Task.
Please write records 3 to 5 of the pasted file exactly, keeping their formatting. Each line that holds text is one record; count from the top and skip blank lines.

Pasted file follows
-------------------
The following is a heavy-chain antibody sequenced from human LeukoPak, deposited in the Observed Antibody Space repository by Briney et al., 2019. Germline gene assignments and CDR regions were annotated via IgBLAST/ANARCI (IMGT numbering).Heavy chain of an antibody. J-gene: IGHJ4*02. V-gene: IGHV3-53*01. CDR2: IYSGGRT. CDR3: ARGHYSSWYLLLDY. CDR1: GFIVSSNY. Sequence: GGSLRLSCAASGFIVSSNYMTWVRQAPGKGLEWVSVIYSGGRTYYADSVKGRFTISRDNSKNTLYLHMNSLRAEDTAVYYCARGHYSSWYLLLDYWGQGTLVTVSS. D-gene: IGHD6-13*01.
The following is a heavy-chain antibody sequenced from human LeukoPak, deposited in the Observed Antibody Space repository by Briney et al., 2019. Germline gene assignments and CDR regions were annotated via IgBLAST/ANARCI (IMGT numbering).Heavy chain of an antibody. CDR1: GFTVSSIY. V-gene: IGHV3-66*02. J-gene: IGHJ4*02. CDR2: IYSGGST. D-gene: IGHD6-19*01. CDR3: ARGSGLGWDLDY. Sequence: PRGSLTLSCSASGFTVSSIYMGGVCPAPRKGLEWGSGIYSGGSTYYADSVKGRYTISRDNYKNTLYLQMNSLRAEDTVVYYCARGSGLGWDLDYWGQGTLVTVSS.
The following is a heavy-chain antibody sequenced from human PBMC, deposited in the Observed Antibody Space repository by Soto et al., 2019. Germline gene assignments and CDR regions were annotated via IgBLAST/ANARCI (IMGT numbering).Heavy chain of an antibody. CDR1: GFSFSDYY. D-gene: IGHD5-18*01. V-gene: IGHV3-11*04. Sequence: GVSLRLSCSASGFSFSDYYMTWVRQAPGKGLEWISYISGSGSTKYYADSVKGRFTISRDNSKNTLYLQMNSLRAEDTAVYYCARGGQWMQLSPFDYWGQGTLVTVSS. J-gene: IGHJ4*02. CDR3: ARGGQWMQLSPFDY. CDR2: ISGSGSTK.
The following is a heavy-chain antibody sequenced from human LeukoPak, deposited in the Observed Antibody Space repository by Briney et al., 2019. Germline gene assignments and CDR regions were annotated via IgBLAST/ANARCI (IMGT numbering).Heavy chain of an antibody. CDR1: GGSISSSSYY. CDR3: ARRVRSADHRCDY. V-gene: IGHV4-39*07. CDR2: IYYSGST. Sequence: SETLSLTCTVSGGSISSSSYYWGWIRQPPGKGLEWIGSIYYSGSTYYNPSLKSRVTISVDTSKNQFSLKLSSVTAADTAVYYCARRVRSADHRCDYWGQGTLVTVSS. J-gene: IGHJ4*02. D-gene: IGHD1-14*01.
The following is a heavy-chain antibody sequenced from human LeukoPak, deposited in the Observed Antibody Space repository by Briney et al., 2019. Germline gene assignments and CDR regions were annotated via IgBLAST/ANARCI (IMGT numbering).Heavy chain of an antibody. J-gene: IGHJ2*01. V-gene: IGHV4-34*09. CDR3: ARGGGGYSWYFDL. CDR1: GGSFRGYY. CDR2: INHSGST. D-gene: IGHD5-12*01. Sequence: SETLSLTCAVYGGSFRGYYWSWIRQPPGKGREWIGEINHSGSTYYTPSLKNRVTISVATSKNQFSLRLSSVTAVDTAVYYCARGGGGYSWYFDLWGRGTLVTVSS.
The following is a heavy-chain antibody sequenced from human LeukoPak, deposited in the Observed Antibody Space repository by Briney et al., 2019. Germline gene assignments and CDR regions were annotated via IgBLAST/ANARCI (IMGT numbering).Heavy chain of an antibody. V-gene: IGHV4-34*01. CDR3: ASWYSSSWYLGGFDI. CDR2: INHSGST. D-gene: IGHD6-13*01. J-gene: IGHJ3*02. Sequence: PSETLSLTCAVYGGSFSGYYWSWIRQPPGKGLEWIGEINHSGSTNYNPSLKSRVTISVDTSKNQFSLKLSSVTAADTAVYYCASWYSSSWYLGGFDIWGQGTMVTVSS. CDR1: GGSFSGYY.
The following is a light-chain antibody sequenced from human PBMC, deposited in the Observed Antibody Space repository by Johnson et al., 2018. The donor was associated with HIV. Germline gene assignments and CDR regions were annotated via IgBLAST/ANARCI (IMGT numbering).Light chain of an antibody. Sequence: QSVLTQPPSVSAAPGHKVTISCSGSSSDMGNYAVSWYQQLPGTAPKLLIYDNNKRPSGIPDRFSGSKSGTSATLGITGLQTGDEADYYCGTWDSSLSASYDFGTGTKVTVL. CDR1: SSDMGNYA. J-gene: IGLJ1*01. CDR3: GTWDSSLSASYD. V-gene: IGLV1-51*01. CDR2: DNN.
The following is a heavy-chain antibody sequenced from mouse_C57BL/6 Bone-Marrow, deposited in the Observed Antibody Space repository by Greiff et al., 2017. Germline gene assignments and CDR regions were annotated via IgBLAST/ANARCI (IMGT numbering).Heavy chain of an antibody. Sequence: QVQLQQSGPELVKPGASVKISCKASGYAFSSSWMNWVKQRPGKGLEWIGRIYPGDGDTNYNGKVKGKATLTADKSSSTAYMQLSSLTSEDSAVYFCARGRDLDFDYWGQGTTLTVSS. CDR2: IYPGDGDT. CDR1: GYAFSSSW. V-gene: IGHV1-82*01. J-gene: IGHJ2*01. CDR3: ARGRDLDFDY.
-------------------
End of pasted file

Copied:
The following is a heavy-chain antibody sequenced from human PBMC, deposited in the Observed Antibody Space repository by Soto et al., 2019. Germline gene assignments and CDR regions were annotated via IgBLAST/ANARCI (IMGT numbering).Heavy chain of an antibody. CDR1: GFSFSDYY. D-gene: IGHD5-18*01. V-gene: IGHV3-11*04. Sequence: GVSLRLSCSASGFSFSDYYMTWVRQAPGKGLEWISYISGSGSTKYYADSVKGRFTISRDNSKNTLYLQMNSLRAEDTAVYYCARGGQWMQLSPFDYWGQGTLVTVSS. J-gene: IGHJ4*02. CDR3: ARGGQWMQLSPFDY. CDR2: ISGSGSTK.
The following is a heavy-chain antibody sequenced from human LeukoPak, deposited in the Observed Antibody Space repository by Briney et al., 2019. Germline gene assignments and CDR regions were annotated via IgBLAST/ANARCI (IMGT numbering).Heavy chain of an antibody. CDR1: GGSISSSSYY. CDR3: ARRVRSADHRCDY. V-gene: IGHV4-39*07. CDR2: IYYSGST. Sequence: SETLSLTCTVSGGSISSSSYYWGWIRQPPGKGLEWIGSIYYSGSTYYNPSLKSRVTISVDTSKNQFSLKLSSVTAADTAVYYCARRVRSADHRCDYWGQGTLVTVSS. J-gene: IGHJ4*02. D-gene: IGHD1-14*01.
The following is a heavy-chain antibody sequenced from human LeukoPak, deposited in the Observed Antibody Space repository by Briney et al., 2019. Germline gene assignments and CDR regions were annotated via IgBLAST/ANARCI (IMGT numbering).Heavy chain of an antibody. J-gene: IGHJ2*01. V-gene: IGHV4-34*09. CDR3: ARGGGGYSWYFDL. CDR1: GGSFRGYY. CDR2: INHSGST. D-gene: IGHD5-12*01. Sequence: SETLSLTCAVYGGSFRGYYWSWIRQPPGKGREWIGEINHSGSTYYTPSLKNRVTISVATSKNQFSLRLSSVTAVDTAVYYCARGGGGYSWYFDLWGRGTLVTVSS.